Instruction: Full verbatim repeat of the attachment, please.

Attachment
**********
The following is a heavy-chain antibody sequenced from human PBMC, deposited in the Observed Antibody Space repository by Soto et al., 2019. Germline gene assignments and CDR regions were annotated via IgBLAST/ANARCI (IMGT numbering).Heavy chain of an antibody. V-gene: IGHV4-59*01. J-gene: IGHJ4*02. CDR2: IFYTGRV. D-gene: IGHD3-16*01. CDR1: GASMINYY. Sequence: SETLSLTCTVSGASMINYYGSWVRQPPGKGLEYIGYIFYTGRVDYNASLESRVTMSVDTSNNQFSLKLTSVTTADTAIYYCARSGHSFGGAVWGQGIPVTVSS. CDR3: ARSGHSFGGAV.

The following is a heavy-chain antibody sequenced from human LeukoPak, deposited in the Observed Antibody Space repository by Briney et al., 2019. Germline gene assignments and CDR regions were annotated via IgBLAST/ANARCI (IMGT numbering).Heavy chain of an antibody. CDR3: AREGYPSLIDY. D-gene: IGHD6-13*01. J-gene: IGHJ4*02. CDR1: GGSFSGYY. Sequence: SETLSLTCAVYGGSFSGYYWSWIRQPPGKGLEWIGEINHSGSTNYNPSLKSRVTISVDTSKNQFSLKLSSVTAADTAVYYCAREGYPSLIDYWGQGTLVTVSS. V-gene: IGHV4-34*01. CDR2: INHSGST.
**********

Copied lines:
The following is a heavy-chain antibody sequenced from human PBMC, deposited in the Observed Antibody Space repository by Soto et al., 2019. Germline gene assignments and CDR regions were annotated via IgBLAST/ANARCI (IMGT numbering).Heavy chain of an antibody. V-gene: IGHV4-59*01. J-gene: IGHJ4*02. CDR2: IFYTGRV. D-gene: IGHD3-16*01. CDR1: GASMINYY. Sequence: SETLSLTCTVSGASMINYYGSWVRQPPGKGLEYIGYIFYTGRVDYNASLESRVTMSVDTSNNQFSLKLTSVTTADTAIYYCARSGHSFGGAVWGQGIPVTVSS. CDR3: ARSGHSFGGAV.

The following is a heavy-chain antibody sequenced from human LeukoPak, deposited in the Observed Antibody Space repository by Briney et al., 2019. Germline gene assignments and CDR regions were annotated via IgBLAST/ANARCI (IMGT numbering).Heavy chain of an antibody. CDR3: AREGYPSLIDY. D-gene: IGHD6-13*01. J-gene: IGHJ4*02. CDR1: GGSFSGYY. Sequence: SETLSLTCAVYGGSFSGYYWSWIRQPPGKGLEWIGEINHSGSTNYNPSLKSRVTISVDTSKNQFSLKLSSVTAADTAVYYCAREGYPSLIDYWGQGTLVTVSS. V-gene: IGHV4-34*01. CDR2: INHSGST.